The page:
Trends in bullying victimization in Scottish adolescents (1994-2014) : changing associations with mental well-being
MetadataShow full item record
Objectives Bullying victimization among schoolchildren is a major public health concern. This paper aims to analyse the changing associations over two decades between bullying victimization and mental well-being in a representative Scottish schoolchildren sample. Methods Data were collected in six rounds of the cross-sectional Health Behaviour in School-aged Children study in Scotland, with 42,312 adolescents (aged 11, 13 and 15 years). Logistic and linear regression were used to examine changes in the association between bullying victimization and mental well-being. Results The prevalence of bullying victimization rates in Scotland increased between 1994 and 2014 for most age-gender groups, apart from 13-year old boys and 15-year old girls. Over time, female victims reported less confidence and happiness and more psychological complaints than their nonbullied counterparts. This worsening effect over time was not observed in boys. Conclusions Overall, our evidence indicates that the associations between bullying victimization and poor mental well-being strengthened overtime for bullied girls. This finding might partly explain the observed deterioration in mental health indicators among Scottish adolescent girls.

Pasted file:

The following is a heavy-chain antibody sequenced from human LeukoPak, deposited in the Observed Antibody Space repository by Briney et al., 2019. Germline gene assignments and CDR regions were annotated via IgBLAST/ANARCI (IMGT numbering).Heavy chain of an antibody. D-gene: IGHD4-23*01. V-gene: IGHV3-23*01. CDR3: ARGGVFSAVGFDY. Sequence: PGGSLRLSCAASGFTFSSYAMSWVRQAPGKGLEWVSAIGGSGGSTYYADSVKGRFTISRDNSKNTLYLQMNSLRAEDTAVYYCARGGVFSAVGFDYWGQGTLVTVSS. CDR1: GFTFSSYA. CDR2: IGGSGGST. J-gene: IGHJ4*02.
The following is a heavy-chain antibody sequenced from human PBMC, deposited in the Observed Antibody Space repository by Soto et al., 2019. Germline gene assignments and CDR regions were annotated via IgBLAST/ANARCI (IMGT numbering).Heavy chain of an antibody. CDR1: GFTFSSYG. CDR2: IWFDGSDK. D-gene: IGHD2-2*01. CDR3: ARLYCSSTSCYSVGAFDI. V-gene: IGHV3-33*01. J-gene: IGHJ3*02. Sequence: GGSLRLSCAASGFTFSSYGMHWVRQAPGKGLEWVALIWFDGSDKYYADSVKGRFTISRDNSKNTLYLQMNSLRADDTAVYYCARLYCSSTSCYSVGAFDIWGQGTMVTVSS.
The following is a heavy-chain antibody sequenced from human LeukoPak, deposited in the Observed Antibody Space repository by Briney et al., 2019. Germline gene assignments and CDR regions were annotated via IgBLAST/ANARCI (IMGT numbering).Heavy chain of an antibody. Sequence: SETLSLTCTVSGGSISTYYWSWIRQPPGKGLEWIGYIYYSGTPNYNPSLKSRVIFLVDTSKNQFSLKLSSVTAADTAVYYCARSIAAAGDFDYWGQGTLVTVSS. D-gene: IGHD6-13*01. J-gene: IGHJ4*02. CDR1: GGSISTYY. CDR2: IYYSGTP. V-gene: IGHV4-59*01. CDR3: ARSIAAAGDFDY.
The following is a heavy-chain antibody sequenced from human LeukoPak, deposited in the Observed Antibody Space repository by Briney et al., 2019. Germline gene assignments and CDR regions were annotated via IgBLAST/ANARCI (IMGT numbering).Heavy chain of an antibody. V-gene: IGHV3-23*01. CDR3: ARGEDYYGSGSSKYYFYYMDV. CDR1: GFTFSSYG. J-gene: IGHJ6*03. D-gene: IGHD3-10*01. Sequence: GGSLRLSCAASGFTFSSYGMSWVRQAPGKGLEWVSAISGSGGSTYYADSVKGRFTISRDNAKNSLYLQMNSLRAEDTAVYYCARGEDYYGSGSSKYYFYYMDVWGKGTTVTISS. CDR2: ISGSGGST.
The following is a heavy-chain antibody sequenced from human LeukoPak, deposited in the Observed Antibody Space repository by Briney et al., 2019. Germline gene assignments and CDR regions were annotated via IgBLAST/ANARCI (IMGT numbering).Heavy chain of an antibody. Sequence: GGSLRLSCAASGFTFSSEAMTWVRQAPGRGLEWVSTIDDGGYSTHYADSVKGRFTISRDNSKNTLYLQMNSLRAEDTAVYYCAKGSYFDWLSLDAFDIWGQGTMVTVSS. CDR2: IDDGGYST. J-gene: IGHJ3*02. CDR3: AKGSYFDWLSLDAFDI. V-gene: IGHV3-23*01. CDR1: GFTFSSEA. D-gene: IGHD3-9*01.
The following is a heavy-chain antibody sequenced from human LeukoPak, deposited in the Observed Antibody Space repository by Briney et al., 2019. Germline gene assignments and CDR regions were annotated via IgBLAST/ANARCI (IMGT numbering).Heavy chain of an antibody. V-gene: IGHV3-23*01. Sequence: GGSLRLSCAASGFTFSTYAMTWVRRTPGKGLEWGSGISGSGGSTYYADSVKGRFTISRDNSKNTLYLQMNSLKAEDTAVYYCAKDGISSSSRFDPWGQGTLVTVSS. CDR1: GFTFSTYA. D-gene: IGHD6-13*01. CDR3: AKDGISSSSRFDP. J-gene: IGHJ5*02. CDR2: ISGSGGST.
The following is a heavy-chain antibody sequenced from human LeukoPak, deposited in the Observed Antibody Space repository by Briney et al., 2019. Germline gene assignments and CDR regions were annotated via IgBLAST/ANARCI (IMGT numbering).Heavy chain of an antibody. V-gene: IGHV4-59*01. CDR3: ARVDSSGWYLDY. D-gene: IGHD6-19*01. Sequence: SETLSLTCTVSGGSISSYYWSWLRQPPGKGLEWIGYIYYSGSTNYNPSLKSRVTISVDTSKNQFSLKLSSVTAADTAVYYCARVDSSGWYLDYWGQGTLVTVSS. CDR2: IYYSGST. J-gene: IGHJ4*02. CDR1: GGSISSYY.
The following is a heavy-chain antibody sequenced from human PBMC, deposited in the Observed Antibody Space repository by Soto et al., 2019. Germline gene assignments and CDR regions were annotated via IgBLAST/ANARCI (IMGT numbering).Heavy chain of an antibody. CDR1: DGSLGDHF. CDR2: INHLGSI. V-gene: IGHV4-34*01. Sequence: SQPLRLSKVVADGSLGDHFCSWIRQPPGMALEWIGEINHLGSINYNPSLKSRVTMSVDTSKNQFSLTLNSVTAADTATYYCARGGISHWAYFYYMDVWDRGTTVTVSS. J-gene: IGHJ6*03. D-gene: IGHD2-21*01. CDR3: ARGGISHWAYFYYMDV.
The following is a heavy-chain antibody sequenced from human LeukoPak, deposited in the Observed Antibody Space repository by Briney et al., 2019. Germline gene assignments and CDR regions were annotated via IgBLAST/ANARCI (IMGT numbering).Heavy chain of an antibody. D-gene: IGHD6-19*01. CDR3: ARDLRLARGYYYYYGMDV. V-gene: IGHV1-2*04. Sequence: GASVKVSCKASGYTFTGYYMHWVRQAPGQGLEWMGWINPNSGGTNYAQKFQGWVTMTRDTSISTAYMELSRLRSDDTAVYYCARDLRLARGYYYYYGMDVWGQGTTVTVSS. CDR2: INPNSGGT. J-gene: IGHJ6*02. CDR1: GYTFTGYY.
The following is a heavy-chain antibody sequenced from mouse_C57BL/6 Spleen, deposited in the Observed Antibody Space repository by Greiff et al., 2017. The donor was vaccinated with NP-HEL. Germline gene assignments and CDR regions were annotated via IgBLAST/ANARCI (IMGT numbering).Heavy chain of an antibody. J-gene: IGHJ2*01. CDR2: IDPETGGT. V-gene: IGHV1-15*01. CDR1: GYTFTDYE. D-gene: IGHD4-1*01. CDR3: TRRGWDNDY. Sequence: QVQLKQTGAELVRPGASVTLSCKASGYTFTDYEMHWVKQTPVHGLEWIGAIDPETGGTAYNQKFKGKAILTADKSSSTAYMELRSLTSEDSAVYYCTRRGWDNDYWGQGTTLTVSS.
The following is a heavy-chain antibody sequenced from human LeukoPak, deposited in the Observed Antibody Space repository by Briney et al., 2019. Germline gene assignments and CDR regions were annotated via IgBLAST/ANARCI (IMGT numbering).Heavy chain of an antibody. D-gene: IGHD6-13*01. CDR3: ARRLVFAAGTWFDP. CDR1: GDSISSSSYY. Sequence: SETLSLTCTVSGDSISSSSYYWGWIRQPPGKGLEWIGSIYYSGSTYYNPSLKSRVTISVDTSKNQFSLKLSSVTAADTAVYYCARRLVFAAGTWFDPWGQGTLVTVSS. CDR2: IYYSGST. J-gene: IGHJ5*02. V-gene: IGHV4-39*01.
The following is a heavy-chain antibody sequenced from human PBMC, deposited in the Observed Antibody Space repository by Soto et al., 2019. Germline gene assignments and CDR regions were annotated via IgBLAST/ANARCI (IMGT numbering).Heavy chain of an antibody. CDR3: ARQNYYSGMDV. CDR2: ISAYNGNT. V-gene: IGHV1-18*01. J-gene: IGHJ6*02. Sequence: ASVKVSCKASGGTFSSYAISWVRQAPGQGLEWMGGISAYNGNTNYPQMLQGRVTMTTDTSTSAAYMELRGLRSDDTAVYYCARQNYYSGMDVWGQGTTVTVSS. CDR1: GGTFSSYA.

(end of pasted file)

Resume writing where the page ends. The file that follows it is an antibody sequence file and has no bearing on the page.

Cosma , A P , Whitehead , R D , Neville , F G , Currie , D B & Inchley , J C 2017 , ' Trends in bullying victimization in Scottish adolescents (1994-2014) : changing associations with mental well-being ' , International Journal of Public Health , vol. 62 , no. 6 , pp. 639-646 . https://doi.org/10.1007/s00038-017-0965-6
International Journal of Public Health
© The Author(s) 2017. This article is distributed under the terms of the Creative Commons Attribution 4.0 International License (http://creativecommons.org/licenses/by/4.0/), which permits unrestricted use, distribution, and reproduction in any medium, provided you give appropriate credit to the original author(s) and the source, provide a link to the Creative Commons license, and indicate if changes were made.
Items in the St Andrews Research Repository are protected by copyright, with all rights reserved, unless otherwise indicated.